Dwayne & Bolivar: After Nine Years Together, Married Maine Couple Heads to Immigration Court on May 17 to Fight DOMA Deportation
Almost a decade ago, I finally escaped one of the most discriminatory countries in Latin America for gay men — Venezuela. Being gay in Venezuela was never an option for me, and it never will be.
On August 18, 2002, I was lucky enough to find myself in Ogunquit, Maine. I was lucky, because on that day I met Dwayne. I had been dancing at one of the local clubs when I bumped into him. We talked, exchanged phone numbers, and planned to go on a date. Unlucky for me, the next day I came down with one of the worst sore-throats I have ever had. I went to the hospital and was discharged — everything was okay, but my date with Dwayne would have to be cancelled (I didn’t want Dwayne to catch my cold.)
How could I have known that Dwayne would catch my heart forever? Dwayne did something very special that night; barely knowing me, and knowing that I was home sick with a cold, he surprised me by coming over anyway. I opened my apartment door to see Dwayne with a smile on his face, groceries in one hand, flowers in the other. He made me homemade soup. My heart turned into jello.
We dated non-stop for the next two months, so much, that my roommate, at the time, was jealous of the time I was spending with Dwayne, and he asked me to leave. When I told Dwayne, I was a little scared. What if I had to move farther away, where we couldn’t date anymore? But Dwayne had another idea in mind, “Well, if you don’t mind a hairy dog…” You can come live with me, he said.
I didn’t mind.
At first, things weren’t easy. Dwayne and I went through struggles in our first two years of dating, but it made us so much stronger. At the time, I was working in Portland, ME, and Dwayne was working in Portsmouth, New Hampshire. Our home was in Lebanon, Maine, a good hour drive to Portland one way and forty-five minutes to Portsmouth. Unfortunately, I had never learned to drive, or even had a car, and I was terrified at the thought of either. Dwayne was so loving and generous to me, enough to wake-up every day at 4 a.m. and drive me to work in Portland, drive back to Lebanon to get ready for work, and then drive to New Hampshire. I would wait in the Portland Mall for five or six hours for Dwayne to pick me up after getting out of work himself, and for us to do it all over again each day of the week for two years. Yet, it was all worth it.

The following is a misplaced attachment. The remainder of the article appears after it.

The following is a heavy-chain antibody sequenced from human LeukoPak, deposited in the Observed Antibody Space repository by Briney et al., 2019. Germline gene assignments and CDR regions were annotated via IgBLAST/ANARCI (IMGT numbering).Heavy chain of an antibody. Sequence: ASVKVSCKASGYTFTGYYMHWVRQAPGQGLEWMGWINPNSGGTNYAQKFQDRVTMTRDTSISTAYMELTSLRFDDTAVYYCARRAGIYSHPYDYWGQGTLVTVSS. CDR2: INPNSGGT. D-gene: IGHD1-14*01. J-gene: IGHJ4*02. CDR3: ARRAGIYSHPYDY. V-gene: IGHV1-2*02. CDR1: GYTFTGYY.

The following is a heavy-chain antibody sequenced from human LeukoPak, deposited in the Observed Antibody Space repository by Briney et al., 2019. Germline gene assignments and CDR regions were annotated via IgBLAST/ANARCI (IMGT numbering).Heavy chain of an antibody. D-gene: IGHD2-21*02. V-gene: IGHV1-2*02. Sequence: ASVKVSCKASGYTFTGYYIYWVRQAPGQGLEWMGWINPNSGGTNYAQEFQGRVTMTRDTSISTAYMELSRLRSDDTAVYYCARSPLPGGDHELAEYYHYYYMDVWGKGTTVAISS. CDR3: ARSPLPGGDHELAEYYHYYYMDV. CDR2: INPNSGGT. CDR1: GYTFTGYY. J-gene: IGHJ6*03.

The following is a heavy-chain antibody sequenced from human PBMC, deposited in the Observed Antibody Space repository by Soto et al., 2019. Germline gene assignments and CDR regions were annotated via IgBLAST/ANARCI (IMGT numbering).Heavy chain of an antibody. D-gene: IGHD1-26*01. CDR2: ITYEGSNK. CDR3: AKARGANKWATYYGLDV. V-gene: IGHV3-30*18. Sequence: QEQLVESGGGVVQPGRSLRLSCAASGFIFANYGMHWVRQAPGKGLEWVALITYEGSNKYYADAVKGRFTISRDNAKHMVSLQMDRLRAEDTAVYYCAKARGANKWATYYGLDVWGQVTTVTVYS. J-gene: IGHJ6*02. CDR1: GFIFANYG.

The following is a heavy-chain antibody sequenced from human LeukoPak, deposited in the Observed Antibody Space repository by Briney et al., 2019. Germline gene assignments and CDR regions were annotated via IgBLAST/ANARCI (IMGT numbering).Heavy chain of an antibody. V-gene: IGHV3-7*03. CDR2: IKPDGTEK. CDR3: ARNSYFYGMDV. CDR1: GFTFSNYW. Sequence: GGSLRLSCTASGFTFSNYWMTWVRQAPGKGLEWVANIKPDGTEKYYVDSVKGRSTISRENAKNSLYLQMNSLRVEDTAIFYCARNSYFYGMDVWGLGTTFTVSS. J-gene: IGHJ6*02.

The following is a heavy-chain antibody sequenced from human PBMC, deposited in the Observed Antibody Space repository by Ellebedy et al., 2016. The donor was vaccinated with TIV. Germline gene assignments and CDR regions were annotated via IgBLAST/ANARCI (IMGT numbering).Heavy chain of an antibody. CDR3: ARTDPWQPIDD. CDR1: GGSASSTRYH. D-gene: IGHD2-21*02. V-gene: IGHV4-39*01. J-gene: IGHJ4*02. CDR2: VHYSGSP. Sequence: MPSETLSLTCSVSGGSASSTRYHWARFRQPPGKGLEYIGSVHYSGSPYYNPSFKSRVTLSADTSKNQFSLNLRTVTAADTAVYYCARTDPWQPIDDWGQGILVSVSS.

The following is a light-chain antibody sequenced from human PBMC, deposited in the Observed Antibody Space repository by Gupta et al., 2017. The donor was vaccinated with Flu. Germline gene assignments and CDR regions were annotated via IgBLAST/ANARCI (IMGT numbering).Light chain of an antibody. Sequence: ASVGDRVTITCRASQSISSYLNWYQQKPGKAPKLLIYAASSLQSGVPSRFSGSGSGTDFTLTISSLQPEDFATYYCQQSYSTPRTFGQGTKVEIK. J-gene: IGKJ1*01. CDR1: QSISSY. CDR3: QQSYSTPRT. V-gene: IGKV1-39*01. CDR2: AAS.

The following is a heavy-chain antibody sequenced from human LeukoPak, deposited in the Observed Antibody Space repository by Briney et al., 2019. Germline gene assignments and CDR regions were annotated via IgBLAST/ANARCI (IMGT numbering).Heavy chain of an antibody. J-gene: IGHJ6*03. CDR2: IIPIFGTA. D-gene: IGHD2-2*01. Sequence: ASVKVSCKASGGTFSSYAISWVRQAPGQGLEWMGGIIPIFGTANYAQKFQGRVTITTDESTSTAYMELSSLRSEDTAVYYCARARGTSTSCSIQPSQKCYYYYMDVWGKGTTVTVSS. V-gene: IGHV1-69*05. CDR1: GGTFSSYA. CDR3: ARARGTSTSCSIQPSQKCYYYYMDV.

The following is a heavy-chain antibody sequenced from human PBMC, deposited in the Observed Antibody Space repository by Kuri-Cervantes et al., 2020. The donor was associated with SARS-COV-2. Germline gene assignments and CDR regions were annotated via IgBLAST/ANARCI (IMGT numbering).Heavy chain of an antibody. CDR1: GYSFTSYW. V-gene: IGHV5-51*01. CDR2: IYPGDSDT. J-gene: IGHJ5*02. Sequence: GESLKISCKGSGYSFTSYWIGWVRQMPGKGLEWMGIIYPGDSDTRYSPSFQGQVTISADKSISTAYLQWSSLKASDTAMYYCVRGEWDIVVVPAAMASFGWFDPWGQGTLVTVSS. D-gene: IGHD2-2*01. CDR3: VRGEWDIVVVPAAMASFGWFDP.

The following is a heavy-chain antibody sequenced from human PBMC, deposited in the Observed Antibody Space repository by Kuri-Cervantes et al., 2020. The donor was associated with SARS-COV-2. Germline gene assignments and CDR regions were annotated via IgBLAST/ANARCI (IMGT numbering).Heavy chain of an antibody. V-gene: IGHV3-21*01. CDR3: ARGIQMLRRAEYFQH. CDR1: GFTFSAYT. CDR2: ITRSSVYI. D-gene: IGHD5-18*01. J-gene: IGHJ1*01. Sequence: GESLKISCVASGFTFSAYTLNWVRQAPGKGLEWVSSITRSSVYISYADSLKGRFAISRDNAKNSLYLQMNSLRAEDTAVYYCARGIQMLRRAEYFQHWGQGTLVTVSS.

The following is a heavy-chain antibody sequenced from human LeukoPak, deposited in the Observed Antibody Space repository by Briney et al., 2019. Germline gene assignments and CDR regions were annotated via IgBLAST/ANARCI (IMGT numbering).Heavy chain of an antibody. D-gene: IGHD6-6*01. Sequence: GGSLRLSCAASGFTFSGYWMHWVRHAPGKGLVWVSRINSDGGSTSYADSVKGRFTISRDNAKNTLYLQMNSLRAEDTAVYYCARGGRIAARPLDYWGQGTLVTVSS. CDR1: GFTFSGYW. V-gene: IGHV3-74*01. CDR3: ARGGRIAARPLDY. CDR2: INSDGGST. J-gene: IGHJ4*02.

One day, suddenly, Dwayne pulled off the side of the road. He turned to look at me and told me: “You’re gonna learn to drive. You can do it.” And with that, he got out and came over to the passenger seat. Next thing I knew, I was driving a truck. Dwayne helped me study for the written permit test, and practice for my driving test, and after passing, I was able to drive. We refinanced our home, and bought a car for me. Dwayne’s days of endless traffic and freeway ramps were finally over (well, for the most part!).
I realized early on that I had to tell Dwayne of the situation regarding my immigration status. When we met I had been on a tourist visa (that would eventually run out), and I had no other options for lawful status at the time. With Dwayne’s help, I contacted lawyers who helped me to prepare an application for asylum. It was filed in April of 2007, only to be denied two years later. I remember the courtroom that day, the Judge had announced that my asylum application was denied, and then he told me that I had to leave the country within sixty days voluntarily or I would be deported. I looked to Dwayne in the back of the court, and then back at the judge and told him that I would never leave Dwayne.
So I filed an appeal of the Judge’s denial of my asylum application. The Board of Immigration Appeals re-opened my case and sent it back to the Immigration Court for another hearing. I still face deportation, but with the help of the team at Stop The Deportations – The DOMA Project I am more optimistic than I have been in years. Dwayne and I are prepared to fight to be treated with dignity and respect as a married couple. I know, too, that I am one of the lucky ones; I am not detained by Immigration and Customs Enforcement in some remote federal facility; I am employed and have an employment authorization card so that I help contribute financially to our household and continue to live with Dwayne in our home. We continue this fight for our marriage together.